UK Finance Minister Rishi Sunak has imposed a windfall tax on oil and gas majors as the government scrambles to alleviate the country’s worsening cost-of-living crisis, Report informs referring to CNBC.

The measures come a day after a deeply embarrassing investigation into lockdown parties at Downing Street and amid sustained pressure on the ruling Conservative government to do more as soaring inflation pushes up the price of everything from food to fuel.

“The oil and gas sector is making extraordinary profits not as the result of recent changes to risk-taking or innovation or efficiency but as the result of surging global commodity prices driven in part by Russia’s war,” Sunak told lawmakers in the House of Commons on May 26.

“And for that reason, I am sympathetic to the argument to tax those profits fairly,” Sunak said, prompting jeers from opposition lawmakers.

Sunak said the government is imposing a temporary targeted energy profits levy with a so-called “investment allowance” to incentivize oil and gas firms to re-invest their profits. The new levy will be charged on the profits of oil and gas companies at a rate of 25%, before being phased out when commodity prices return to more normal levels.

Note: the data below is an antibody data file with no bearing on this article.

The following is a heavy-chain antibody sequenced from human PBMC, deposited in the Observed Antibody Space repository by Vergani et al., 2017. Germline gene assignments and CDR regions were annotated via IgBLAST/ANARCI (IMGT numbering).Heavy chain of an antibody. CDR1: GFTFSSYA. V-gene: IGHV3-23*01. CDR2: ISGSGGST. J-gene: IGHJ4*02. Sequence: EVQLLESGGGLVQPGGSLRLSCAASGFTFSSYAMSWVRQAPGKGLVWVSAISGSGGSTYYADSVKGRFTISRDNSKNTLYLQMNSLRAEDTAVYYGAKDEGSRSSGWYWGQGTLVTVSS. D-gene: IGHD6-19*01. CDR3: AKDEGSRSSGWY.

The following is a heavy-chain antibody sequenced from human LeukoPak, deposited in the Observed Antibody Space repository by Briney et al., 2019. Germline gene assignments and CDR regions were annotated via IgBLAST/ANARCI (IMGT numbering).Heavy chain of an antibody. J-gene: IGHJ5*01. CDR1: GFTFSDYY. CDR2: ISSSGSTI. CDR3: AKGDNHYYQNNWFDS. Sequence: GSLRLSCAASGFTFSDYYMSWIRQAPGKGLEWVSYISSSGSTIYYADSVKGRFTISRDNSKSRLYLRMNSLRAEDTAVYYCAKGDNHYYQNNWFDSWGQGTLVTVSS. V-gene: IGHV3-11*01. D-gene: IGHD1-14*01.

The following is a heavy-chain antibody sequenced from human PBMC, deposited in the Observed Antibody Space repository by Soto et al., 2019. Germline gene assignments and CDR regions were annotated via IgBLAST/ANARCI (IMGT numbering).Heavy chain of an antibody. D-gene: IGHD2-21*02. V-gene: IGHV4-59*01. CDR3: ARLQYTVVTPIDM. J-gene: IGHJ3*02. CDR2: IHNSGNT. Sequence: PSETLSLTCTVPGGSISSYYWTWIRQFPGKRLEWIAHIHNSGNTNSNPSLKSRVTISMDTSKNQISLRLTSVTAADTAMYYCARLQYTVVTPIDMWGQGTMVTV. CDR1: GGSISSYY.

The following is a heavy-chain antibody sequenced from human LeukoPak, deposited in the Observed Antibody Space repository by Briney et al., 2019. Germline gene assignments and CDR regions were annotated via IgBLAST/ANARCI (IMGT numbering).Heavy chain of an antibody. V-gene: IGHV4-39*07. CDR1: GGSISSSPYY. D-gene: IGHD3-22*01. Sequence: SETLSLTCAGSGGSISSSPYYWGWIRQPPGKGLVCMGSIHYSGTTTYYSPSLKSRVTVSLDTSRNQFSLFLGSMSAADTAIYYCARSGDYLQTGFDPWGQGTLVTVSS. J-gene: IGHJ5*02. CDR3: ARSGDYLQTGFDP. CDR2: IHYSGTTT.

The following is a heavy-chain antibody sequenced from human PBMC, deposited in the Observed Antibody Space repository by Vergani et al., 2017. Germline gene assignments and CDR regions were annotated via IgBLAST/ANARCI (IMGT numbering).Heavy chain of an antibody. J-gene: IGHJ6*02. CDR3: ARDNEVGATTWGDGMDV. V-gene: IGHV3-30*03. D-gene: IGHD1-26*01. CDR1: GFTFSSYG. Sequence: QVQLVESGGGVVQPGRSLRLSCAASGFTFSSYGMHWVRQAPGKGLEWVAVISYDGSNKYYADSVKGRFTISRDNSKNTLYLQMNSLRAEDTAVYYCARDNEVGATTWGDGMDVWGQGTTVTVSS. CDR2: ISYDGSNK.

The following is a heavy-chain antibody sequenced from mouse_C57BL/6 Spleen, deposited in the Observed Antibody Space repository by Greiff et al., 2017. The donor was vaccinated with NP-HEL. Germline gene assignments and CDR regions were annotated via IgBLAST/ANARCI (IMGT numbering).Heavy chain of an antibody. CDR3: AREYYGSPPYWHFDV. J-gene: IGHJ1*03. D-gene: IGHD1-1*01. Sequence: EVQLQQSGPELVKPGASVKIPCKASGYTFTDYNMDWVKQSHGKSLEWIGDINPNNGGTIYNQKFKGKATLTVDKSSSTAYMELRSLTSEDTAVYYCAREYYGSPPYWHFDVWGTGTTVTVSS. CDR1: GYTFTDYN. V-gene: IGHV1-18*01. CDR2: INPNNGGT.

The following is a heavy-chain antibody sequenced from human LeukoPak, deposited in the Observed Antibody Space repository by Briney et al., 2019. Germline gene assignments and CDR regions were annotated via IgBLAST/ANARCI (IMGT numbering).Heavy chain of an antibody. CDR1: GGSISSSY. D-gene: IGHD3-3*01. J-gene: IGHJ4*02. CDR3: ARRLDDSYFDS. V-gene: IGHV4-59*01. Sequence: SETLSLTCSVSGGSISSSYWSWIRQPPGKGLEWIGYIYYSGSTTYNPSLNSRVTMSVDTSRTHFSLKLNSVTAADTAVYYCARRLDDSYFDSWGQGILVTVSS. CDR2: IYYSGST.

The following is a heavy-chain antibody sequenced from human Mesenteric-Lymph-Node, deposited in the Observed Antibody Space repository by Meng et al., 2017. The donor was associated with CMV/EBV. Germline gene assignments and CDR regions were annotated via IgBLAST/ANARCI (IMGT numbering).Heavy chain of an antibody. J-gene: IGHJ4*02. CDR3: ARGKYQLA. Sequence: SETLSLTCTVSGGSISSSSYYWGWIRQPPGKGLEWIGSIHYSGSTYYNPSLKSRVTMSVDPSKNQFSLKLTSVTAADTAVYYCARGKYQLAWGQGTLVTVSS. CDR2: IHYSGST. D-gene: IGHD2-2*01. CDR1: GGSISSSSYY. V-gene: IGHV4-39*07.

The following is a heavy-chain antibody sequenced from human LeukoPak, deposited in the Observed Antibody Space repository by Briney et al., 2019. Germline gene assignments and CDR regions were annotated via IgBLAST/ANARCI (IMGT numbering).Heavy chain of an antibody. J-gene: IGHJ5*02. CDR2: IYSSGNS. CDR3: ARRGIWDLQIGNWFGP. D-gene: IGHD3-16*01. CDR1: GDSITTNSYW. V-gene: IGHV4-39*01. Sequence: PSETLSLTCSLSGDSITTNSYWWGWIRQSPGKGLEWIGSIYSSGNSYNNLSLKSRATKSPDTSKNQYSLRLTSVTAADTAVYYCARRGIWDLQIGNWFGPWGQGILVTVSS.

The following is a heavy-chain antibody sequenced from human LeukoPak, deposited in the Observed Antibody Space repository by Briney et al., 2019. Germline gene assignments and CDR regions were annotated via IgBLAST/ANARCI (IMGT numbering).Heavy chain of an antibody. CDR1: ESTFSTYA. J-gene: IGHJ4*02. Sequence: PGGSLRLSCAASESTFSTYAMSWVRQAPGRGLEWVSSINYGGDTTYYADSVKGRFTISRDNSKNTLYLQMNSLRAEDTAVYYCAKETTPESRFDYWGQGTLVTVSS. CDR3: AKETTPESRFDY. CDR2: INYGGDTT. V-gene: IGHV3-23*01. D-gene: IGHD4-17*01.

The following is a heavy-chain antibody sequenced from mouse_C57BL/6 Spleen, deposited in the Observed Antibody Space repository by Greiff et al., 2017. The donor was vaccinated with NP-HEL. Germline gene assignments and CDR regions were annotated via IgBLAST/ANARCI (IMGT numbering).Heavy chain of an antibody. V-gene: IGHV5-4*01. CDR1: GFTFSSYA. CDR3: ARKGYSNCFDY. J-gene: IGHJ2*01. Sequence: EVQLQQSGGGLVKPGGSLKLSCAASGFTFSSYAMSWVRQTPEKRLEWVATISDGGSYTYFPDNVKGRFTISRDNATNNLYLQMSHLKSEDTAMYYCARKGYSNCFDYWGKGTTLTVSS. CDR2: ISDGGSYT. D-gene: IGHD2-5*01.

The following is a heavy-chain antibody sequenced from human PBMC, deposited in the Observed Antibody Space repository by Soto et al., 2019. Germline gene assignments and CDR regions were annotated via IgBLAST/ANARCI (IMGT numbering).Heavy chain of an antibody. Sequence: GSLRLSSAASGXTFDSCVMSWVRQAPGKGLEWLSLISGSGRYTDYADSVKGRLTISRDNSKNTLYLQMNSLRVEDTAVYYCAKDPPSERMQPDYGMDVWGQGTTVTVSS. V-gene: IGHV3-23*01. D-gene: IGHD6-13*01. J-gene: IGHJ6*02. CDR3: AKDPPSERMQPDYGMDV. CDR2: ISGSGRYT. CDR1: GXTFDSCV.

Sunak said soaring inflation is causing “acute distress,” with the economic situation becoming more serious over the course of this year.

UK inflation jumped to 9% last month as food and energy prices spiraled, reaching its highest annual rate in 40 years. The Bank of England expects inflation to rise above 10% later this year.

Sunak said around 8 million of the lowest income households will be sent a one-off cost-of-living payment of £650 ($819). The first payment will be issued directly to people’s bank accounts in July, with the second payment sent in the fall.

The finance minister announced that 8 million pensioner households will receive an extra winter fuel payment of £300 and a one-off disability cost of living payment of £150.